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Obama, Colin Powell Urge New START Approval

President Barack Obama talks with reporters after his meeting with former Secretary of State Colin Powel (l) on the importance of ratifying the New START Treaty, 01 Dec 2010
President Barack Obama talks with reporters after his meeting with former Secretary of State Colin Powel (l) on the importance of ratifying the New START Treaty, 01 Dec 2010
Kent Klein

Former U.S. Secretary of State Colin Powell has joined President Barack Obama in urging the Senate to ratify the New START nuclear arms reduction treaty with Russia. Powell is the latest Republican to call for a "yes" vote.

As a top official in several Republican administrations, Colin Powell has worked on numerous arms control treaties over the past 25 years.

Powell called on the Senate to ratify New START, as he met with President Obama at the White House Wednesday. He said the treaty will make the world safer, as the previous agreements have.

"As a result of these treaties, we have both benefited, both the Russian Federation now and the United States of America," said Powell. "But the world has benefited by having fewer of these horrible weapons in existence. And we hope that we can continue this process."

If ratified, the New START treaty would limit the United States and Russia to 1,550 nuclear warheads and 700 launchers each.

Under the agreement, both countries would resume inspections of each other's nuclear facilities, which stopped last December when the START One treaty expired. The president says the lack of verification makes approval of the new treaty even more urgent.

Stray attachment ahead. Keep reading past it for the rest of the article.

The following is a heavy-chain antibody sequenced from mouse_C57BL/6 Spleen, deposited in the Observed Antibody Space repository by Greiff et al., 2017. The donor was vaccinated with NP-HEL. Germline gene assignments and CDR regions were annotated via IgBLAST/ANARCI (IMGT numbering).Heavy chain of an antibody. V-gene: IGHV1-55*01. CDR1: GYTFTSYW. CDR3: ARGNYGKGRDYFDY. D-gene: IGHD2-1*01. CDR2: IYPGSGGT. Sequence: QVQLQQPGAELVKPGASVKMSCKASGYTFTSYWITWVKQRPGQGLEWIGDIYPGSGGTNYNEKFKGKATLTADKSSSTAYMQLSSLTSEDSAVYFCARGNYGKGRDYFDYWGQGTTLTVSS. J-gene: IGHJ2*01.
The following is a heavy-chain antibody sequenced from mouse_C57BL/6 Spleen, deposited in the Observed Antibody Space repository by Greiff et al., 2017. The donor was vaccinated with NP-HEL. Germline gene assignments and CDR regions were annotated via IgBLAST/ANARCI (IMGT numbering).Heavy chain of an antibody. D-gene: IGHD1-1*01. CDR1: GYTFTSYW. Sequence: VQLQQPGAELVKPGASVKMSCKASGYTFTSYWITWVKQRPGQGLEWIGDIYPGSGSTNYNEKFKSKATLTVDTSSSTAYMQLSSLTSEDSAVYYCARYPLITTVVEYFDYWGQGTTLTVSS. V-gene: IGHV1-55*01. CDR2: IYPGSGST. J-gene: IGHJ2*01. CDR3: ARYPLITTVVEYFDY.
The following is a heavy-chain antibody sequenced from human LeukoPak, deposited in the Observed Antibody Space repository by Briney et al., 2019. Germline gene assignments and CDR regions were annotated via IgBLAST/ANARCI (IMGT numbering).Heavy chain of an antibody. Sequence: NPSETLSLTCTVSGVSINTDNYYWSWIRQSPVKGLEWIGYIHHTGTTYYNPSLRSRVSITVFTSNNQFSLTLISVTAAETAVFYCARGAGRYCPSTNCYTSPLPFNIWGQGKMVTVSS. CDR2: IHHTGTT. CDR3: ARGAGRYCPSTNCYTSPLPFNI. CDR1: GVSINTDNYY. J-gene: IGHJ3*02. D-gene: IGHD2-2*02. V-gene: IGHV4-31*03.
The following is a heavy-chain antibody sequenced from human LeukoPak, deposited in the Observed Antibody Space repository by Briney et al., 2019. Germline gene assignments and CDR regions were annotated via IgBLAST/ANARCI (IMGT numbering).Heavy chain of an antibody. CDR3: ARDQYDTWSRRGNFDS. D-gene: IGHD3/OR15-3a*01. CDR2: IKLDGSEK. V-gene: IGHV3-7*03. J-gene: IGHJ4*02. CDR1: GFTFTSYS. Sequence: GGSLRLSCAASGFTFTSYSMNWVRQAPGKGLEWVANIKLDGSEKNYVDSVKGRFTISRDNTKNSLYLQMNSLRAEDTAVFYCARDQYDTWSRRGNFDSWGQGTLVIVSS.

"We do not have a verification mechanism to ensure that we know what the Russians are doing," said President Obama. "And they do not know what we are doing. And when you have uncertainty in the area of nuclear weapons, that is a much more dangerous world to live in."

Mr. Obama and Russian President Dmitry Medvedev signed the treaty last April in Prague.

Some opposition Republicans in the U.S. Senate are refusing to vote for the agreement, due to concerns about some of its provisions. The president says his administration has addressed those concerns, and it is time for the lawmakers to act.

"We have had 18 separate hearings," said Obama. "We have answered over a thousand questions. We have offered to brief every single Senator, Republican and Democrat, around these issues, but now it is time to get this done."

Reluctant Republicans, led by Arizona Senator Jon Kyl, say New START does not provide enough money to modernize the U.S. nuclear arsenal, and would weaken American missile defense.

Powell says while the treaty is not ideal, it is more than adequate in those areas.

"The president has indicated to the Senate, and especially to Senator Kyl, that a significant amount of money will be invested in the reliability and modernization of our systems and our facilities," he said. "And that is very, very important."

All 42 Republican Senators Wednesday signed a letter to the Senate's top Democrat, Majority Leader Harry Reid, saying they will not pass any legislation until a bill to cut taxes is passed.

Mr. Obama said he is confident a tax cut deal can be reached.

Powell has joined four other Republican former secretaries of state, George Shultz, James Baker, Lawrence Eagleburger and Henry Kissinger, in writing an opinion piece for Thursday's Washington Post newspaper, urging the Senate to ratify New START.

He and the president also discussed North Korea, Iran and Afghanistan.

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